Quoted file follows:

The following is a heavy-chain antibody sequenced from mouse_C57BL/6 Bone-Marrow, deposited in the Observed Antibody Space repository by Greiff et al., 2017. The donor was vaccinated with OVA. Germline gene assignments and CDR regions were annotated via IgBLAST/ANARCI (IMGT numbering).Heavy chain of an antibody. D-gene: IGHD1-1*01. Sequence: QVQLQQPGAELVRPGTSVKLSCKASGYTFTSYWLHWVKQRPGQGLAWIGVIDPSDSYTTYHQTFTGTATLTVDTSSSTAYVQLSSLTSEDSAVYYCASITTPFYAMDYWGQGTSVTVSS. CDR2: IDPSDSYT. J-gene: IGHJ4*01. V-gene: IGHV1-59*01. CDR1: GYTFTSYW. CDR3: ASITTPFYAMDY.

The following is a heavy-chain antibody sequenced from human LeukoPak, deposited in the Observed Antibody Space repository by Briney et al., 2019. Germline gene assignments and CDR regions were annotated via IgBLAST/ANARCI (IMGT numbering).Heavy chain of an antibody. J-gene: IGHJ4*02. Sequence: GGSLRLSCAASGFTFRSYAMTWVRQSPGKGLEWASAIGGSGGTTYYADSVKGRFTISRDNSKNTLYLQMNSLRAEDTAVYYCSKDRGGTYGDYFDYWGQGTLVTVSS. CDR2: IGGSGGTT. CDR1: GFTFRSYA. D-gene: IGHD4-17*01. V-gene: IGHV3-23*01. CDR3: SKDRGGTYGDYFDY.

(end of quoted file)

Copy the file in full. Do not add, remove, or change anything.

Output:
The following is a heavy-chain antibody sequenced from mouse_C57BL/6 Bone-Marrow, deposited in the Observed Antibody Space repository by Greiff et al., 2017. The donor was vaccinated with OVA. Germline gene assignments and CDR regions were annotated via IgBLAST/ANARCI (IMGT numbering).Heavy chain of an antibody. D-gene: IGHD1-1*01. Sequence: QVQLQQPGAELVRPGTSVKLSCKASGYTFTSYWLHWVKQRPGQGLAWIGVIDPSDSYTTYHQTFTGTATLTVDTSSSTAYVQLSSLTSEDSAVYYCASITTPFYAMDYWGQGTSVTVSS. CDR2: IDPSDSYT. J-gene: IGHJ4*01. V-gene: IGHV1-59*01. CDR1: GYTFTSYW. CDR3: ASITTPFYAMDY.

The following is a heavy-chain antibody sequenced from human LeukoPak, deposited in the Observed Antibody Space repository by Briney et al., 2019. Germline gene assignments and CDR regions were annotated via IgBLAST/ANARCI (IMGT numbering).Heavy chain of an antibody. J-gene: IGHJ4*02. Sequence: GGSLRLSCAASGFTFRSYAMTWVRQSPGKGLEWASAIGGSGGTTYYADSVKGRFTISRDNSKNTLYLQMNSLRAEDTAVYYCSKDRGGTYGDYFDYWGQGTLVTVSS. CDR2: IGGSGGTT. CDR1: GFTFRSYA. D-gene: IGHD4-17*01. V-gene: IGHV3-23*01. CDR3: SKDRGGTYGDYFDY.